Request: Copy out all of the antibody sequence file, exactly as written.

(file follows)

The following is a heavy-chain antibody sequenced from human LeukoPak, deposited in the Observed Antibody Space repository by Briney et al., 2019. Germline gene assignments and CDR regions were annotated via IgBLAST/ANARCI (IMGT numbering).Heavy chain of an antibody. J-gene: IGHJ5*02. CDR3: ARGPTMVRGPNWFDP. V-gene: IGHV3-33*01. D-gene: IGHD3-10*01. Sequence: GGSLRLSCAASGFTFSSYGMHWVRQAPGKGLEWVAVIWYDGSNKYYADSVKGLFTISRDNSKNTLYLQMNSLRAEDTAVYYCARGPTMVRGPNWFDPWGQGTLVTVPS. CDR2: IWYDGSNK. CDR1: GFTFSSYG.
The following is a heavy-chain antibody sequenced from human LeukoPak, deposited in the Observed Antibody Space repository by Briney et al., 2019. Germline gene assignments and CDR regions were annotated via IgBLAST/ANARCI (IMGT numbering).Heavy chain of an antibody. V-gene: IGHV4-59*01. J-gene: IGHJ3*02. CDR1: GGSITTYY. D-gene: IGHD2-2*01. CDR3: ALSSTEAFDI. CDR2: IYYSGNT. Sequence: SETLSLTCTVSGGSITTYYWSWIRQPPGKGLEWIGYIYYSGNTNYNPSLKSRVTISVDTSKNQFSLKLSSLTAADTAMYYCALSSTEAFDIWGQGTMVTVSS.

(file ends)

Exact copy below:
The following is a heavy-chain antibody sequenced from human LeukoPak, deposited in the Observed Antibody Space repository by Briney et al., 2019. Germline gene assignments and CDR regions were annotated via IgBLAST/ANARCI (IMGT numbering).Heavy chain of an antibody. J-gene: IGHJ5*02. CDR3: ARGPTMVRGPNWFDP. V-gene: IGHV3-33*01. D-gene: IGHD3-10*01. Sequence: GGSLRLSCAASGFTFSSYGMHWVRQAPGKGLEWVAVIWYDGSNKYYADSVKGLFTISRDNSKNTLYLQMNSLRAEDTAVYYCARGPTMVRGPNWFDPWGQGTLVTVPS. CDR2: IWYDGSNK. CDR1: GFTFSSYG.
The following is a heavy-chain antibody sequenced from human LeukoPak, deposited in the Observed Antibody Space repository by Briney et al., 2019. Germline gene assignments and CDR regions were annotated via IgBLAST/ANARCI (IMGT numbering).Heavy chain of an antibody. V-gene: IGHV4-59*01. J-gene: IGHJ3*02. CDR1: GGSITTYY. D-gene: IGHD2-2*01. CDR3: ALSSTEAFDI. CDR2: IYYSGNT. Sequence: SETLSLTCTVSGGSITTYYWSWIRQPPGKGLEWIGYIYYSGNTNYNPSLKSRVTISVDTSKNQFSLKLSSLTAADTAMYYCALSSTEAFDIWGQGTMVTVSS.